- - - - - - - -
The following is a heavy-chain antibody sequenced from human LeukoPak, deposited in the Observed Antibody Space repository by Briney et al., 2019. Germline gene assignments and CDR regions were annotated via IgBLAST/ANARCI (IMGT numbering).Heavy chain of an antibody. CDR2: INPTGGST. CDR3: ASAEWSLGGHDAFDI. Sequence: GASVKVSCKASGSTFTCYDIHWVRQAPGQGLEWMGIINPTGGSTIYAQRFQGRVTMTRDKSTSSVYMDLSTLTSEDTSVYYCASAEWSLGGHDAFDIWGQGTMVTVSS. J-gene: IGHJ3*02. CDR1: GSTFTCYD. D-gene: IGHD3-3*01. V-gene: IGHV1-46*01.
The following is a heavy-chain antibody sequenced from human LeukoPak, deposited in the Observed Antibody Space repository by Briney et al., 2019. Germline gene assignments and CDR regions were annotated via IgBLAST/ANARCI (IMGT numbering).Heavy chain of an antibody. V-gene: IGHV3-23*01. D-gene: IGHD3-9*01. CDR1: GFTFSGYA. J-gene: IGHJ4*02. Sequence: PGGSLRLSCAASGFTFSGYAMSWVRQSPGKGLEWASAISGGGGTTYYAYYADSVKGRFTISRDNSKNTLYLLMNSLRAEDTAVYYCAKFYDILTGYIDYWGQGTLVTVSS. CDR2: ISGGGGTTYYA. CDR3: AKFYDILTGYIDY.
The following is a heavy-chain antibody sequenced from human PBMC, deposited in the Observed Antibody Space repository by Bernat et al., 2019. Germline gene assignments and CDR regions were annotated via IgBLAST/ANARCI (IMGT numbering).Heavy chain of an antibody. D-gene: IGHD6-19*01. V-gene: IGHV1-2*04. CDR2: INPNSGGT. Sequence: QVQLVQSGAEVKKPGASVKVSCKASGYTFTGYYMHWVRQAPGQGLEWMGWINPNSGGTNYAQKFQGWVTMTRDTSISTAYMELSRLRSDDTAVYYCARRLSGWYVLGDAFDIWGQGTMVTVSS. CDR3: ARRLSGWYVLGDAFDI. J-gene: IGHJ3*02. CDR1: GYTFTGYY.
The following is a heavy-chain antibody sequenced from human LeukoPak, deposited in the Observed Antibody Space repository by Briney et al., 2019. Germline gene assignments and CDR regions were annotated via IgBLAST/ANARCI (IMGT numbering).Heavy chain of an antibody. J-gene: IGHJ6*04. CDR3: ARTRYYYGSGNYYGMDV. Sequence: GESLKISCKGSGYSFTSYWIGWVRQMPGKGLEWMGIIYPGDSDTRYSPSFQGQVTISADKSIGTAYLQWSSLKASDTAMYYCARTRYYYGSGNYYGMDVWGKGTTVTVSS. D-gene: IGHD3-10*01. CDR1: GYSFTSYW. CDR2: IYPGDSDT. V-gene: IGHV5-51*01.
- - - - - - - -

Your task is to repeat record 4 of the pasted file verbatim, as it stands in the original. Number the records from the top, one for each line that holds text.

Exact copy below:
The following is a heavy-chain antibody sequenced from human LeukoPak, deposited in the Observed Antibody Space repository by Briney et al., 2019. Germline gene assignments and CDR regions were annotated via IgBLAST/ANARCI (IMGT numbering).Heavy chain of an antibody. J-gene: IGHJ6*04. CDR3: ARTRYYYGSGNYYGMDV. Sequence: GESLKISCKGSGYSFTSYWIGWVRQMPGKGLEWMGIIYPGDSDTRYSPSFQGQVTISADKSIGTAYLQWSSLKASDTAMYYCARTRYYYGSGNYYGMDVWGKGTTVTVSS. D-gene: IGHD3-10*01. CDR1: GYSFTSYW. CDR2: IYPGDSDT. V-gene: IGHV5-51*01.